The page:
acteristics! Whorememhers when ho
would have sold his birthright for a
rocKiag norse, and lus nw suit of
clothes Tor a monkey? Who forgets
tho sweet faced girl, older than him
nelf, against whose hair ho leaned and
wept his grief away ? Who recollects
when Vhe thought of being a circus ri
der appared greater than to bo Presi
dent ; tni Imw jealously he watched
the little fellows that were opatigled
jackets and turned somersets, and dc
ireS to beconro like them? Trmeai-
ory ( preserve not ttase caprices, or
omethig similar, (he boy is lost in
the man. Happy visions fhev eomo
l)ut once and go aickly, leading us
to sigh for a return of what can never
The aehool hoy whips hi, trued ton:
the beardless onlh manages his taxed
liorso.wifha t.ixd bridln on taxed I
road and thdyii g Eaelishman. pou--
iii mi. iMiuicine which lias paid sevn
percent, into a spoon that has paid fir'-
teen percent, llings himself baek upon
bis chin tx led, whieh has paid twenty.
,.,;,,, nu expires in the arms
of the apntherary. who has paid a li
oense of a hundred pounds for tho priri.
lego of putting him to death. Ill
wnoie property is then immediately
taxed from two to ten per cent. Re
sides the probate, large foes aro de
manded for burying him in the chan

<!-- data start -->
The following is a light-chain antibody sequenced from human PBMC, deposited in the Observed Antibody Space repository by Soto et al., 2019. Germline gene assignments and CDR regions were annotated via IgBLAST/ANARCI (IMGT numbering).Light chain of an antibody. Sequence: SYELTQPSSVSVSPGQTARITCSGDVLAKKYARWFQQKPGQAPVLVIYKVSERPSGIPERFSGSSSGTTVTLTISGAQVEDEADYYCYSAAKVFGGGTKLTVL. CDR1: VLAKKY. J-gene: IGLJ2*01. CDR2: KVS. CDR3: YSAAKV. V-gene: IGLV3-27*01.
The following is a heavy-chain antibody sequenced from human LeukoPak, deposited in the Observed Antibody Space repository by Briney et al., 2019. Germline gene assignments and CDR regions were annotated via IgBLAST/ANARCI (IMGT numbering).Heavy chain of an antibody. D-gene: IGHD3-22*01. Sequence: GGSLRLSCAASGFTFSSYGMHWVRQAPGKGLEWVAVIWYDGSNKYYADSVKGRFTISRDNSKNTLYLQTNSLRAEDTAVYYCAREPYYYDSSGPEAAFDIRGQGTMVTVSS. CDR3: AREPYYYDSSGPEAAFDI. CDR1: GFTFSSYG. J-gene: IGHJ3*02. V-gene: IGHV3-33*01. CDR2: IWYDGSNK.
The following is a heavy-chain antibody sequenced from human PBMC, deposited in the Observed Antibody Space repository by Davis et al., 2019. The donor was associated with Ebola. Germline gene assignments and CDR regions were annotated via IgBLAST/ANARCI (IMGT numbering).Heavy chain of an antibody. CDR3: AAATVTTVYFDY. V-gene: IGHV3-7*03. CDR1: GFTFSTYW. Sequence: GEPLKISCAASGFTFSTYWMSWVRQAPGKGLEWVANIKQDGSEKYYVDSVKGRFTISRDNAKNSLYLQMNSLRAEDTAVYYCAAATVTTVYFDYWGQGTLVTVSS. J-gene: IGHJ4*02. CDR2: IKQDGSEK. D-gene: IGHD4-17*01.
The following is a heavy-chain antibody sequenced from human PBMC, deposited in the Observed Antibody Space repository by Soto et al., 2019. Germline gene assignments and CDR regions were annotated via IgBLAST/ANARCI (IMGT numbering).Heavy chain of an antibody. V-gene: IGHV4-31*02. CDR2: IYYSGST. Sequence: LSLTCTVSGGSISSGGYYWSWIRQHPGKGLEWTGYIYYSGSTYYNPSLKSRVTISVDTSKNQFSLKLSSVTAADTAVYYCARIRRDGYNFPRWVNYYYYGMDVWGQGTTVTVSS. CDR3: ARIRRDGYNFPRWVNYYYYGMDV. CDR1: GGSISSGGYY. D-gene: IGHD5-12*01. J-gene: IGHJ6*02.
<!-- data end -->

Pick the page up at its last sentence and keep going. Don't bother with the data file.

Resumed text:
cel; hi virtues are handed down to
,v ,RCU inMruio, ana he is
then gathered to his fathers to he tax
f d no more." So wrote Sidney Smith.
? ".h' n experience sneh a state
of things, hut must grin and hear it.
A ToucnrNO LETTFn.A rchel sol.
titer in one of our hospitals recently
received the following epistle from his
"lady lovo," which we pronounce de
cidedly cool and practical;
Kind Sir: t revived your letter
glad to hear from you. We have been
corresponding to each other for some
time. Now wo will have to quit, our
corresponding to each other, as I have
placed my affections on one I was dream
ing of, and eoon will bo joined in wed
lock. I shall have tdeay farewell to
you Ilenncrii A there was not any
promise between you and T, I fee! at
perfect Liberty, t would just say to
yon that I was afraid you would never